Chapter five deals with the concept of Indigenous Knowledge. The author recalls the question Joseph Neetham raised as to why science did not develop in Ancient China? He makes an important point that there is a large number of different ‘indigenous starting points for potential trajectories of knowledge-trajectories which, if they were developed, would have led to different explorations of physical reality’, (Pp.71). He however fails to mention that the whole discipline of ethno-biology has evolved to deny the local communities and individual experts their identity as creative and innovative people. The people are treated anonymously. While looking for the contrast in the philosophy of scientific pursuits in Western and Asian societies, author somehow ignores the strong similarities in the behaviour of science in both the cultures when it comes to dealing with Indigenous Knowledge.
Chapter six deals with Ayurvedic knowledge and need for giving importance to local health traditions. It would have been useful to mention that the department of Indian system of medicine could hardly get four percent of the health budget of India till recently. Surely one could not blame western science and western institutions for such a deep seated bias against local knowledge systems in Indian subcontinent.
Chapter seven looks at the historical development of mathematics, a subject in which Indians were first to develop the concept of zero which got incorporated in European traditions much later. The relative emphasis on Algebra in India and China and Geometry in Greece is worth nothing. Part of the reason why Greeks developed a deductive logic and Indian developed algorithmic knowledge could be because of the closer affinity in the ancient Indian linguistic and mathematic traditions. The tendency in the Indian tradition to provide proofs whether in medicine, mathematics or astronomy rather than giving the prior reasoning might have affected, as the author rightly argues, the analytical tradition. However, he feels that new discoveries can still be made by expanding the Jain conception of infinities and other similar indigenous ideas of mathematics.
Chapter eight looks at the discipline of psychology. This is one area where Asian psychological tradition seems to be dominating in many of the Western analytical explorations. It is here that the western science seems to be paying maximum attention to incorporate the effects of meditational techniques and approaches to deal with ever increasing stress in modern life.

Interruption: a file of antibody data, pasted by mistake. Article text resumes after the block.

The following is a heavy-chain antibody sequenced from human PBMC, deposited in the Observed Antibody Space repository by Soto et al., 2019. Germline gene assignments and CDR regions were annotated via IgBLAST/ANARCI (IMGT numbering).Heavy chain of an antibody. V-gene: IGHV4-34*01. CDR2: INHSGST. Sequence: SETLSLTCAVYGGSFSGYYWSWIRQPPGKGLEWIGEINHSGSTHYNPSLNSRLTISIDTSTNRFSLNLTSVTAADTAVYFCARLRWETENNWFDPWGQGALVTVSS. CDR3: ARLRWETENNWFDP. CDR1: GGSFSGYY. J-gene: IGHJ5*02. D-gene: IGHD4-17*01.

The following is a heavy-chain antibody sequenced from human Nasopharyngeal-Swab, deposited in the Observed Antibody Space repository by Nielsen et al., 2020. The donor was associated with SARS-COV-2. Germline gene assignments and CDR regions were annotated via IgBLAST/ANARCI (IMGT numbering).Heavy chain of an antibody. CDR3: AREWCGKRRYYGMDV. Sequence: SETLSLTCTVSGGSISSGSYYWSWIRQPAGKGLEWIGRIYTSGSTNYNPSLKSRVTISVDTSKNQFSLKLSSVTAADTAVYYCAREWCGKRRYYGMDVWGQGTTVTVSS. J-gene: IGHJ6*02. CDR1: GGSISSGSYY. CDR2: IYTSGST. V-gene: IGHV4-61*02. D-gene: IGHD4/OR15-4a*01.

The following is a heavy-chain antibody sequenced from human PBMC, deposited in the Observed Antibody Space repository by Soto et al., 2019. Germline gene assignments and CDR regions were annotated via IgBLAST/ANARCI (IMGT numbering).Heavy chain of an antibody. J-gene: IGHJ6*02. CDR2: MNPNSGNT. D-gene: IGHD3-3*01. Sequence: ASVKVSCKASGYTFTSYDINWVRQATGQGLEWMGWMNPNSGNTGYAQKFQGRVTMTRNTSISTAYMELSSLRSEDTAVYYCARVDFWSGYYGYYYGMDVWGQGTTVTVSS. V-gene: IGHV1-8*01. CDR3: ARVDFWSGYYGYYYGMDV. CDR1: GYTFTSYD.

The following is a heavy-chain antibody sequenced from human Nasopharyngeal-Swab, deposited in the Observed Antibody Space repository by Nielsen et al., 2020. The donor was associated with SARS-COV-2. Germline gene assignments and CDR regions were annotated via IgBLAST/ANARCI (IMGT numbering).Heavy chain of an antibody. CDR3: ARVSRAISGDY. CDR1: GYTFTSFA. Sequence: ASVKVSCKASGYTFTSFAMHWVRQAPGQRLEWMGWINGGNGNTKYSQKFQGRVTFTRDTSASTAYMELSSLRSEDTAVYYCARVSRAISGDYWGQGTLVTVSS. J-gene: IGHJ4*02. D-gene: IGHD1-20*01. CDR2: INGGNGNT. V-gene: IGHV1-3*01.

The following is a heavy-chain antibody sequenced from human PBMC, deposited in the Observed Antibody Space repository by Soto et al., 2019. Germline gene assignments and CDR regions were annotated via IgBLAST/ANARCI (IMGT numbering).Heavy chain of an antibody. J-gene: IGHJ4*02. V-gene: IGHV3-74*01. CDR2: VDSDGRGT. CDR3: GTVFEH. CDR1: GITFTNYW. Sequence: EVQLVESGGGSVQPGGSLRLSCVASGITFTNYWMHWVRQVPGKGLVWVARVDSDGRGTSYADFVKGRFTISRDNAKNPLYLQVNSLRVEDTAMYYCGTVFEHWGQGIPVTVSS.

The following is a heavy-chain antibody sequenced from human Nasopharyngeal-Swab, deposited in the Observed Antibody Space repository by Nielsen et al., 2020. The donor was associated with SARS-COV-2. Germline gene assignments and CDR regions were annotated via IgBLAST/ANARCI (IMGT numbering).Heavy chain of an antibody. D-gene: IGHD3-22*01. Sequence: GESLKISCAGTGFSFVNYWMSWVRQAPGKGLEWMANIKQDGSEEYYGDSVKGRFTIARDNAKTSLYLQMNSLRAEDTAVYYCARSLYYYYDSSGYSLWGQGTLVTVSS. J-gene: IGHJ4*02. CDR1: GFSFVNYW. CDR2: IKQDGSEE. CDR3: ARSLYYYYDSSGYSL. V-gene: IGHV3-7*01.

In Chapter nine he looks at how information and biotechnology are changing the way in which knowledge is produced and disseminated. He questions the logical growth of moral theory where morality coincides with the self-interest.
Chapter ten looks at the emerging field of virtual reality and after giving a very dense summary of various philosophies, he looks at the emerging tension between the world of virtual reality in the Western context and Asian context. The western focus generally is on a single state of consciousness. The multiple state of consciousness in the Asian context provide different ways of dealing with the real and the imaginary world.
The author tries to dig deep and look at the possibilities of combining the Buddhist logic and philosophy with the emerging western philosophies (chapter eleven). Recognising the intertwining of scientific and philosophical conditions of human mind, the author summarises in chapter twelve his basic argument. His suggestion is that one way in which Asian knowledge system can fertilise the western science further is through the use of metaphors in which Asian traditions are very strong. He regrets that South Asian scientists have themselves ignored the power of metaphors while pursuing scientific research. The contribution of Ramanujam and his ways of discovering mathematical proofs is a good example of how one can draw sustenance from one’s cultural roots. Susantha suggests that one could think of a ‘periodic table of various positions in anthology and epistemology’. He sees a strategic alliance of feminist approaches, ethno-knowledge and regional civilization knowledge in the making.
The author concludes that the task ahead is to make the global knowledge system less parochial and less chauvinistic.
This book is a must and a powerful read for all those interested in Traditional Knowledge Systems.
Adapted by D. P. Agrawal from:
Anonymous Review. Honey Bee Vol. 11 (4) & Vol. 12 (1) 200-2001. Pp 34-35.